At first glance, Portugal and India might seem like two very different countries, and if you have planned a holiday with Saga Travel to Portugal, you might be baffled as to what, exactly, Goa has to do with it. However, peel back surface layers to expose their history, and the two countries are closer than you might ever have supposed. Goa, Daman and Diu were formerly colonised by the Portuguese, and as such, were known as Portuguese India for almost 450 years. Although Portugal lost control of the territory in 1961, the Portuguese influence remains, in the architecture, the Goan Catholocism and the cuisine. Likewise, as a former trading partner of the Portuguese-Indian trading route, the Indian influence in Portugal can be detected, even today, in some surprising guises…
The mouth-watering piri piri spices we now associate with Portuguese cuisine were actually picked up from India by the first Portuguese explorers, along with black pepper, cinnamon, vanilla and saffron. The Portuguese also lefttheirgastronomic footprints in the idyllic Goan sand; perhaps one of the most iconic Indian dishes, vindaloo, was a result of the Portuguese pairing of garlic and vinegar. Similar legacies have been bequeathed on many countries explored by the Portuguese, including Japan, Hawaii and even Australia.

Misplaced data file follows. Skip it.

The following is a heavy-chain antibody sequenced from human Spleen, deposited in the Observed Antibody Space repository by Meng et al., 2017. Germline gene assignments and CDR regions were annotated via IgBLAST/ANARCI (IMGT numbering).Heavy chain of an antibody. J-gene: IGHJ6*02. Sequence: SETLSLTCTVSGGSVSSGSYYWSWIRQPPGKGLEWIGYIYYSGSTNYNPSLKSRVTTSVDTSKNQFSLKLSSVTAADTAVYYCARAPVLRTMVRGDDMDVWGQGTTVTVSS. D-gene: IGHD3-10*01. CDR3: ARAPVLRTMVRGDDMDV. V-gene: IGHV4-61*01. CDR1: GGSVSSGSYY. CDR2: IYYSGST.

The ornamental style of Portuguese colonial buildings revolutionised the modest Goan architectural style, adding bright colours, balustrades and cosmetic flourishes to West Indian domiciles. Centuries of Portuguese colonial occupation also firmly entrenched Roman Catholicism in some areas of the country, and today, the majestic Se Cathedral still stands 350 years after its consecration, in Vasco da Gama. The cathedral has five bells, a golden interior and a number of grandiose statues that testify to its excellent preservation.
From the name of its largest city, Vasco da Gama, to the Indo-Portuguese mansions that crumble unfettered in its older neighbourhoods, traces of the Portuguese can be found everywhere in Goa. From poetry, painting, music and dance, Portugal and Goa are intrinsically linked across 450 years of occupation, and lines have begun to blur. It has been commented that even the Goan sense of humour, language and outlook display Portuguese nuance, differing from other areas of India significantly.
Perhaps the most exciting legacy left linking between Portugal and Goa is that of their people, and the Goan cultural diaspora living in Portugal. This originated in the citizenship rights granted to Goans under colonial rule, as a Vice Kingdom of Portugal. Migration to Portugal was first stimulated by a search for education. Today, pockets of Goan culture, music, handicrafts and dance can be detected in cities like Lisbon.
Now stronger than ever, the Goan and Portuguese cultural connection remains irretrievably entangled. The beauty of this for travellers is that a visit to either country will reveal some traces of the other, whether in attitude, cuisine or residents.
Julia Alvarez is a travel writer that grew up in Spain. She has spent most of her life living in the Med and most of her career writing about it.